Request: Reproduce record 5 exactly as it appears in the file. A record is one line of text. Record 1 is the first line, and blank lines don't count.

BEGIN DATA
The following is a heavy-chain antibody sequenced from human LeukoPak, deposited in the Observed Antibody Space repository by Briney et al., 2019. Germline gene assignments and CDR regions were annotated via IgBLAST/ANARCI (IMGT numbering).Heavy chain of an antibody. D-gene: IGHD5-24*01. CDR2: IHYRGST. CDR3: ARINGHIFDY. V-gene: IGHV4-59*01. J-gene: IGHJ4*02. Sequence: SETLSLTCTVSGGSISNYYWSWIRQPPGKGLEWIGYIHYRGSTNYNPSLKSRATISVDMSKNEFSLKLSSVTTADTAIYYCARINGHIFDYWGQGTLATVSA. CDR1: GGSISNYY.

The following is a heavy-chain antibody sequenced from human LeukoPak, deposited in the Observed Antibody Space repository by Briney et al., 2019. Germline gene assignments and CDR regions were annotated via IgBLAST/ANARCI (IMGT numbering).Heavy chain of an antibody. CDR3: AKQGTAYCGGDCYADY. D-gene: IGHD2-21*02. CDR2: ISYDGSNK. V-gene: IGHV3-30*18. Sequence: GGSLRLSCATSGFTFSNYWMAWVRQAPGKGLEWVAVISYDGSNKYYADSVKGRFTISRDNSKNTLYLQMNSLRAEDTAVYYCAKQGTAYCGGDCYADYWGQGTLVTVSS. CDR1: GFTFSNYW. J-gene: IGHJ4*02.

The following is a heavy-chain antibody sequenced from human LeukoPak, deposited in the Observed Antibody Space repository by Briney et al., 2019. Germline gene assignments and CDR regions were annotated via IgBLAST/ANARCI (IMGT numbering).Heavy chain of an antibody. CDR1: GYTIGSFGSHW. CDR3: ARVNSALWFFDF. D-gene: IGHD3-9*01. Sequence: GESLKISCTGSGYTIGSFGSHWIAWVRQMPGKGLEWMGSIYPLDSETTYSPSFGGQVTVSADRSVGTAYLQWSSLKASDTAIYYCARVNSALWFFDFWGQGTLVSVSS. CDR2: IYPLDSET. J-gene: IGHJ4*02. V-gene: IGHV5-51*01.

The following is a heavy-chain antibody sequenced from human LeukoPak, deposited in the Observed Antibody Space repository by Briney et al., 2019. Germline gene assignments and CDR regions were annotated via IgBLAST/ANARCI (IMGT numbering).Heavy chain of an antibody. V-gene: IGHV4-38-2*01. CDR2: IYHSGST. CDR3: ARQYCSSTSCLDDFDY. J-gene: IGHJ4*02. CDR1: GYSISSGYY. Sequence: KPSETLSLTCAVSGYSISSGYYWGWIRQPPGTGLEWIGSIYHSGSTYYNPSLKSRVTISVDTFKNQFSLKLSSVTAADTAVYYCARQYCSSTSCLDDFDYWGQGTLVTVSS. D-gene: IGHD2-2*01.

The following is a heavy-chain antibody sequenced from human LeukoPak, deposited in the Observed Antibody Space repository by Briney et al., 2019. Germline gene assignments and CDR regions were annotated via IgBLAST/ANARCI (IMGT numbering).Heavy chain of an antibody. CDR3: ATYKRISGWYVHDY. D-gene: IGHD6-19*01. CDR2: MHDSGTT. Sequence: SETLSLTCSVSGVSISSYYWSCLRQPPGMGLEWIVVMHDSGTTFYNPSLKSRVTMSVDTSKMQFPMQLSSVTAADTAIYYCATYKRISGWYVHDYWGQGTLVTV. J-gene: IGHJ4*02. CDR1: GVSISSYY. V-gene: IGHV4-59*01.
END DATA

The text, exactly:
The following is a heavy-chain antibody sequenced from human LeukoPak, deposited in the Observed Antibody Space repository by Briney et al., 2019. Germline gene assignments and CDR regions were annotated via IgBLAST/ANARCI (IMGT numbering).Heavy chain of an antibody. CDR3: ATYKRISGWYVHDY. D-gene: IGHD6-19*01. CDR2: MHDSGTT. Sequence: SETLSLTCSVSGVSISSYYWSCLRQPPGMGLEWIVVMHDSGTTFYNPSLKSRVTMSVDTSKMQFPMQLSSVTAADTAIYYCATYKRISGWYVHDYWGQGTLVTV. J-gene: IGHJ4*02. CDR1: GVSISSYY. V-gene: IGHV4-59*01.